• John Tavener
  • Kyklike Kinesis (1977)

  • Chester Music Ltd (World)

Commissioned by the London Sinfonietta

  • 0101(cbn)1110timp.percpfstr(1.1.1.1.1)
  • SATB
  • soprano, cello
  • 45 min

Programme Note

Kyklike Kinesis was commissioned by the London Sinfonietta with funds provided by the Arts Council of Great Britain. It was written in Greece and is dedicated to Metropolitan Anthony of Sourozh, His Grace, Archbishop Anthony Bloom of the Russian Orthodox Cathedral in London. The first performance took place on 8 March 1978 at the Queen Elizabeth Hall, London. The London Sinfonietta was conducted by Simon Rattle with Elise Ross (soprano) and Christopher Van Kampen (cello).

The title Kyklike Kinesis literally means circular movement but to the Early Desert Fathers it also means a circular movement bringing the soul back to God. The work is scored for solo soprano, solo cello, small chorus, oboe, bassoon, horn, trumpet, trombone, piano, percussion and string quartet. It is in four main sections each with a Greek title which reflects the intermediate spiritual states leading to Deification.

The opening soprano stanza came to me complete as a melody, with its micro-tones, and the whole of Kyklike Kinesis derives from this opening phrase. The soprano solo sings the Song of Mary in Hebrew, while the chorus answer her with block chords sung in modern Greek. In the second movement, the cello becomes the soloist, representing the soul setting out on its hazardous journey, in which at one point the timpani hammer out the opening phrase of the whole work in a distorted context. Briefly, the third movement contrasts very simply the two ways of the spiritual life, the ‘meditative’ and the ‘practical’. Musically, a simple A-B-A formula is used, a calm slow moving music for ‘A’ and a somewhat strenuous splutter of notes for ‘B’. In the last movement, the cello solo echoes the Song of Mary while the choir and the instrumental ensemble recall in a canon the block chords of the first movement which come closer and closer together until they eventually meet and the work ends as it began on a unison note B.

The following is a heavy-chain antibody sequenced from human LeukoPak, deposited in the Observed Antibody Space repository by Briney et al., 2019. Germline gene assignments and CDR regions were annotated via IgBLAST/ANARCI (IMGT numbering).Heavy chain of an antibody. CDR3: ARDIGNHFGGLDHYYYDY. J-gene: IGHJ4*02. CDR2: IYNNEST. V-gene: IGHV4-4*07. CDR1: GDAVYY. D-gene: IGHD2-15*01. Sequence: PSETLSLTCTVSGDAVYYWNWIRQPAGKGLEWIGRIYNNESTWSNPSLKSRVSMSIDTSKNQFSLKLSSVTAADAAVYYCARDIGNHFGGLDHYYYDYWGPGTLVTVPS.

The implication of this final canon, and the fact that the choir sounds from around the audience, is that Deification is not something extraordinary but a natural spiritual progression offered to all. Unlike the remote Gods of Ancient Greece, the Christian idea of Deification cannot be considered without the image of the Infant Christ in his Mother’s arms, at once mysterious but also infinitely simple, infinitely frail and infinitely vulnerable.

John Tavener
1978

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